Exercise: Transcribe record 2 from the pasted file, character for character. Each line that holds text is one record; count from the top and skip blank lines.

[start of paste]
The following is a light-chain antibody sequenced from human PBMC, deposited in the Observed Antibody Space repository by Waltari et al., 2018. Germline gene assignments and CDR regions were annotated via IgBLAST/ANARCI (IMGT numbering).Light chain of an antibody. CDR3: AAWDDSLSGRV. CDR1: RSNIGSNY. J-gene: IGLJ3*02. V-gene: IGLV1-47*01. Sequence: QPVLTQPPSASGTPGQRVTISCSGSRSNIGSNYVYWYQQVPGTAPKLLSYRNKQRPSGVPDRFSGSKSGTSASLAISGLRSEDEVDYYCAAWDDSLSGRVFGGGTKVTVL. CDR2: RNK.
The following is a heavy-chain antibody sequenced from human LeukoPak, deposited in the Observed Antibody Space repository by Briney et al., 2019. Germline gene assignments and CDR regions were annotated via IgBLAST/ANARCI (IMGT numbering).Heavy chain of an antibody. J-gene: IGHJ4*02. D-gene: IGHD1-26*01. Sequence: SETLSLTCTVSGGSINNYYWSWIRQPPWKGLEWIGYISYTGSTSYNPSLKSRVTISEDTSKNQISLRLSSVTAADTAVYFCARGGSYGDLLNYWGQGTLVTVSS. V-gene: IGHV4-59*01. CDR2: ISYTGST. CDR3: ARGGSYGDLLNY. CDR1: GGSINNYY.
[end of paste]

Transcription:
The following is a heavy-chain antibody sequenced from human LeukoPak, deposited in the Observed Antibody Space repository by Briney et al., 2019. Germline gene assignments and CDR regions were annotated via IgBLAST/ANARCI (IMGT numbering).Heavy chain of an antibody. J-gene: IGHJ4*02. D-gene: IGHD1-26*01. Sequence: SETLSLTCTVSGGSINNYYWSWIRQPPWKGLEWIGYISYTGSTSYNPSLKSRVTISEDTSKNQISLRLSSVTAADTAVYFCARGGSYGDLLNYWGQGTLVTVSS. V-gene: IGHV4-59*01. CDR2: ISYTGST. CDR3: ARGGSYGDLLNY. CDR1: GGSINNYY.